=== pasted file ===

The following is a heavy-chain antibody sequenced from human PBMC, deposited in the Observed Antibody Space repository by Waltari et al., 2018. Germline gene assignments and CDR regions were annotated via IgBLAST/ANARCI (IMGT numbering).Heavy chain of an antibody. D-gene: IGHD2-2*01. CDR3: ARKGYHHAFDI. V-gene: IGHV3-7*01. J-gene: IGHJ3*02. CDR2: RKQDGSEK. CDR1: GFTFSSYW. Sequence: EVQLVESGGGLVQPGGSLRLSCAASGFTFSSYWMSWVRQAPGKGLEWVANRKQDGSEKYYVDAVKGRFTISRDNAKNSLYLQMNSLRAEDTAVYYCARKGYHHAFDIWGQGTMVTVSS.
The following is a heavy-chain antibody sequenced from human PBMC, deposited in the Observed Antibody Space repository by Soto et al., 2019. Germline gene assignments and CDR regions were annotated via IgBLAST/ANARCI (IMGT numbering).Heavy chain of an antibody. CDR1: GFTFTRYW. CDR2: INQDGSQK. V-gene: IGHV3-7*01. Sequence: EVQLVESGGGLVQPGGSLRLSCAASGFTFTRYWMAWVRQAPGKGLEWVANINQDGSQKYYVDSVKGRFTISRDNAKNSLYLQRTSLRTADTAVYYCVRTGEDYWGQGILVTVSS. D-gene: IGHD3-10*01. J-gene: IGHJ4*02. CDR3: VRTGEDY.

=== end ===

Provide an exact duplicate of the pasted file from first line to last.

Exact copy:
The following is a heavy-chain antibody sequenced from human PBMC, deposited in the Observed Antibody Space repository by Waltari et al., 2018. Germline gene assignments and CDR regions were annotated via IgBLAST/ANARCI (IMGT numbering).Heavy chain of an antibody. D-gene: IGHD2-2*01. CDR3: ARKGYHHAFDI. V-gene: IGHV3-7*01. J-gene: IGHJ3*02. CDR2: RKQDGSEK. CDR1: GFTFSSYW. Sequence: EVQLVESGGGLVQPGGSLRLSCAASGFTFSSYWMSWVRQAPGKGLEWVANRKQDGSEKYYVDAVKGRFTISRDNAKNSLYLQMNSLRAEDTAVYYCARKGYHHAFDIWGQGTMVTVSS.
The following is a heavy-chain antibody sequenced from human PBMC, deposited in the Observed Antibody Space repository by Soto et al., 2019. Germline gene assignments and CDR regions were annotated via IgBLAST/ANARCI (IMGT numbering).Heavy chain of an antibody. CDR1: GFTFTRYW. CDR2: INQDGSQK. V-gene: IGHV3-7*01. Sequence: EVQLVESGGGLVQPGGSLRLSCAASGFTFTRYWMAWVRQAPGKGLEWVANINQDGSQKYYVDSVKGRFTISRDNAKNSLYLQRTSLRTADTAVYYCVRTGEDYWGQGILVTVSS. D-gene: IGHD3-10*01. J-gene: IGHJ4*02. CDR3: VRTGEDY.